Wheaton College Wins Huge Court Battle Over Obama’s Birth Control Mandate

Wheaton College Wins Huge Court Battle Over Obama’s Birth Control Mandate

Another judge signaled a win for religious liberty by barring the federal government from forcing the christian school to pay for employee birth control.

A judge ruled Thursday the government would violate federal civil rights laws if it forced Wheaton College to provide services like contraceptives in its health care plans against its religious beliefs, and granted a permanent injunction against it.

When the Obama administration instituted a contraceptive mandate several years ago through the Health and Human Services department, Wheaton College was one of the dozens of organizations to immediately oppose it. Wheaton, one of the top liberal arts colleges in the country, often referred to as the “Harvard of Christian schools,” argued being forced to pay for the contraceptives would violate its religious rights. The permanent injunction bars the government from ever forcing the school to pay.

This is the first district court order offering permanent protection from the HHS mandate after the Supreme Court’s 2016 decision in Zubik v. Burwell, which said that the government could not fine religious groups for following their faith and said it could find other ways to provide services to the women who want them. The injunction not only protects them from Obama’s “old” mandate, but from any similar, future mandates as well.

Attorney Diana Verm, an attorney with Becket, the non-profit organization which represented Wheaton along with another firm, and also Little Sisters of the Poor, in their fight against the HHS mandate, told me in an e-mail, “The district court had ruled against Wheaton before because of prior court of appeals precedent that has since been overturned by the Supreme Court in Zubik v. Burwell, where the Supreme Court told the government it could not fine groups like the Little Sisters and Wheaton College for following their faith.”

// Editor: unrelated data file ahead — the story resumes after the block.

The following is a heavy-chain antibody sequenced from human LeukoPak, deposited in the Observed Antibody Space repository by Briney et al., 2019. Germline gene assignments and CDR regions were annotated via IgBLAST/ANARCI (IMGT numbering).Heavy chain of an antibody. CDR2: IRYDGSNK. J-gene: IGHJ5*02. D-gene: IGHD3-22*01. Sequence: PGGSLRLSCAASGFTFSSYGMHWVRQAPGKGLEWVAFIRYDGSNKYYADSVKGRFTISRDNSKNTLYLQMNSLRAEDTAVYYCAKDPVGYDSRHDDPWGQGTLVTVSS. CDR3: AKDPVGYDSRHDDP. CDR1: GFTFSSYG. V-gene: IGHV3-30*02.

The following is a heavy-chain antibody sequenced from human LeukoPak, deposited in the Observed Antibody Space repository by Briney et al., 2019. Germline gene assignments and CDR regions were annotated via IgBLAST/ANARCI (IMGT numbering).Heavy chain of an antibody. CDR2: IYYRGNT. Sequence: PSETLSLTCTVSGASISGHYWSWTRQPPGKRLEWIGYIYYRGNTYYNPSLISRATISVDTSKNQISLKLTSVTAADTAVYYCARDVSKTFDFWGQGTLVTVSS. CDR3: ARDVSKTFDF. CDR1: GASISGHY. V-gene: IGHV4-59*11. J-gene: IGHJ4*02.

A portion of the injunction says, “After reconsideration of their position, Defendants now agree that enforcement of the currently operative rules regarding the “contraceptive mandate” against employers with sincerely held religious objections would violate RFRA, and thus do not oppose Wheaton’s renewed motion for injunctive and declaratory relief.”

Wheaton College’s values are steeped in Christian tradition. Originally founded in 1860 by prominent abolitionist Jonathan Blanchard, the motto, “For Christ and His Kingdom” guides everything it does. Thus, in 2012, after receiving no response from HHS about its concerns regarding the mandate, Wheaton filed a lawsuit to defend its right to run its school according to its religious principles, not unlike, various other, similar, religious organizations.

In a statement, Phillip Ryken, president of Wheaton College said, “We are grateful to God that the court recognized Wheaton’s religious identity and protected our ability to affirm the sanctity of human life. The government should never have tried to force us to provide drugs and services against our faith, but that episode is now behind us.”

The complex and laborious issue regarding the HHS contraceptive mandate went to the Supreme Court five times; each time the Supreme Court ruled in favor of protecting religious groups. The most promising thing about this current order, in terms of religious liberty, is that the judge essentially admits federal government violated the law when it demanded organizations provide contraception in the first place, and that’s why the judge granted temporary protection to religious objectors. Hopefully other judges will follow suit and declare injunctions for the other organizations in limbo, who still oppose the mandate, and are waiting for similar recognition and protection of their religious rights.

Nicole Russell is a senior contributor to The Federalist. She lives in northern Virginia with her four kids. Follow her on Twitter @russell_nm.
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